A few weeks ago, I was feeling nostalgic. It was the fifth anniversary of my family’s pilgrimage from Southern California to suburban Chicago for my interview weekend at First Congregational Church of Western Springs. It feels odd to call it that, though; it wasn't so much an interview as a time of holy conversation, prayer, worship, laughter, feasting, and fellowship. The terms of my call were unofficially worked out at a kitchen table while the Super Bowl droned on in the other room.
I got "saved" at a Carman concert when I was 12. It wasn’t the first time. But it was the first time I asked Jesus into my heart publicly, at an altar call. My friends and I became disciples overnight.
I wasn't, however, a disciple of Jesus—at least not directly. If I was discipled to anyone in middle school, it was to the pop stars of the contemporary Christian music scene.
A few years ago, my family started sponsoring a child through World Vision. I knew that the organization was generally evangelical, and that we are generally not. But this massive parachurch organization does good work, and I trusted them enough for a minuscule portion of that good work to be on our behalf. For 35 dollars a month, we’ve been contributing to the health, education, and general welfare of a little girl in Haiti, who was born the same day as our older daughter. Whatever theological differences I have with World Vision seem immaterial to this.
Theological differences may be slightly more material for some of the organization’s conservative supporters.
I entered parish ministry with a fair amount of idealism, particularly liturgical idealism. Inconveniently, the liturgical proclivities I picked up in seminary were not especially popular with my first congregation.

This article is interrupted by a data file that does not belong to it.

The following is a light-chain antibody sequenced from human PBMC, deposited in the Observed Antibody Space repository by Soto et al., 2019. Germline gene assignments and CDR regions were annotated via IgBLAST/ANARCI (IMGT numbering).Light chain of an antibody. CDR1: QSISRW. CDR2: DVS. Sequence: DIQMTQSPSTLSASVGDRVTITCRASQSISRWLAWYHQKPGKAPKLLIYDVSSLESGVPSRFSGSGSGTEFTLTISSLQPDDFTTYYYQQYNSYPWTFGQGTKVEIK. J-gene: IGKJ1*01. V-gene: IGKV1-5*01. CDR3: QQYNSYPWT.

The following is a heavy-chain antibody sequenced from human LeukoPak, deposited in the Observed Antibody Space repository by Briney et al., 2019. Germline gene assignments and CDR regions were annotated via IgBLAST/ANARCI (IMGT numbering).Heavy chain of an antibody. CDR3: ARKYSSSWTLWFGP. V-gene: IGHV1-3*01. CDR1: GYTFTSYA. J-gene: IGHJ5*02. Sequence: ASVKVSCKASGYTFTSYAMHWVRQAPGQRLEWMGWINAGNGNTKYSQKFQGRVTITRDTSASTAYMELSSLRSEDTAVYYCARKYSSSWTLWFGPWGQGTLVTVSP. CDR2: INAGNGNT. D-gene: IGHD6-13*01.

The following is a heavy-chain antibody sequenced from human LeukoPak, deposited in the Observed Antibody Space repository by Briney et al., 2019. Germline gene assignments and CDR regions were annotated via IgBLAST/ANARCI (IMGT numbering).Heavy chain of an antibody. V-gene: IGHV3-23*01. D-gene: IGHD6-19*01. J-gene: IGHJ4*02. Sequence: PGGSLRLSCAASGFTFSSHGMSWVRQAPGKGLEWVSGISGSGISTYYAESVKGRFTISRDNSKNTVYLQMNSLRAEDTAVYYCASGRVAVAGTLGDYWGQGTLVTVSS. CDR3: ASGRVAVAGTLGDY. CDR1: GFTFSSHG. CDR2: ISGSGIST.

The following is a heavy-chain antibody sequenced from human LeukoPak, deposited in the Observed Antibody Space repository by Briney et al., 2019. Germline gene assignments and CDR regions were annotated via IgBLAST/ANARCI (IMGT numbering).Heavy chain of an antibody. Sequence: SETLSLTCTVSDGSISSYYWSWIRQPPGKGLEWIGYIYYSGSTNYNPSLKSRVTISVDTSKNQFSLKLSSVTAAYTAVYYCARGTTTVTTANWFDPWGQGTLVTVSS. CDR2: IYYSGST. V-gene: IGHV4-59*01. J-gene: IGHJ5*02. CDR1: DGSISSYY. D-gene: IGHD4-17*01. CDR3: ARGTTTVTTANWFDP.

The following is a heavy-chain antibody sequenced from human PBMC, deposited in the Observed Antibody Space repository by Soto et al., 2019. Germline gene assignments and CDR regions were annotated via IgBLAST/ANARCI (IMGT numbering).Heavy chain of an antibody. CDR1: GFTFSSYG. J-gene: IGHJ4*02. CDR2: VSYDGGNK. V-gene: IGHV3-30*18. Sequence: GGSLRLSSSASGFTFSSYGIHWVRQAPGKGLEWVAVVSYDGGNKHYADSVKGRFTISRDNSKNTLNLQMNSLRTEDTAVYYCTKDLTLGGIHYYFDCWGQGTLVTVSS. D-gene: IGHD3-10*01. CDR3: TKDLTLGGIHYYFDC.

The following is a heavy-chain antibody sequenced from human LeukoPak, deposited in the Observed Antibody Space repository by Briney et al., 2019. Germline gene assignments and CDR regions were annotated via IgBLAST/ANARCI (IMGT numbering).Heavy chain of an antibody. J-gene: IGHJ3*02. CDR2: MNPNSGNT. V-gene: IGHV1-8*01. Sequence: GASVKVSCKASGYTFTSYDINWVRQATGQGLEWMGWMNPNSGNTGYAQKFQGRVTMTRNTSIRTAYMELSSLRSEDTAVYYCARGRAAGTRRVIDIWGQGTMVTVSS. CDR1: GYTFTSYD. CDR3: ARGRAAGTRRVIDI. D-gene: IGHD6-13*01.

This became clear as a sleigh bell during our first Advent season together.
Like Lauren Winner, who admits in the foreword to Consider the Birds that she is “not really interested in birds at all,” I’m not especially enamored of feathered creatures. It’s not that I revile them, but I have perhaps been shat upon once too many times. I am, however, a fan of Debbie Blue, one of the founding pastors of House of Mercy in St. Paul, Minnesota.
Shortly after Glennon Melton was plucked from obscurity thanks to a series of enormously viral blog posts, Scribner beat out nine other major publishers in the bidding for her first book, Carry On, Warrior.
I’ve been an associate minister for two years. I love associate ministry. While I understand that it is a stepping stone for a lot of people, I feel deeply called to this role--both in general and in the specific context of the church I serve.
I used to be in solo ministry. When I made the transition, there were surprisingly few bumps--in large part due to my wonderful colleagues. And one of the big differences between solo and staff ministry is the increase in opportunities to work collaboratively.
With every cycle of our respiratory systems, we are sustained by the same intimate inspiration God exhaled into Adam’s muddy lungs. That breath permeates every cell of our being, nose to toes, invigorating our bodies and minds and souls until it is ready to be released, silently, from the same nostrils through which it came.
This is as ordinary as oxygen and carbon dioxide, and as extraordinary as spirit and miracle.
I was drying dishes and absentmindedly singing the song that had been stuck in my head for days when my husband suddenly came barreling down the staircase and into the kitchen. Looking frantic, he asked me what had happened. We were both confused; he was convinced that I had cried out in pain, and he fully expected to walk in on a grisly cooking incident.
We quickly realized the source of the miscommunication. The song I’d been singing was Lady Gaga’s “Judas,” and I sounded like a lady in distress as I belted out, “Judas, Juda-a-a.”
By the time I was admitted to the maternity ward and lashed to a bed with an IV line, my labor had progressed. With each contraction I felt as though the pain would suffocate me. When the nurse suggested she should call the anesthesiologist, I reluctantly agreed.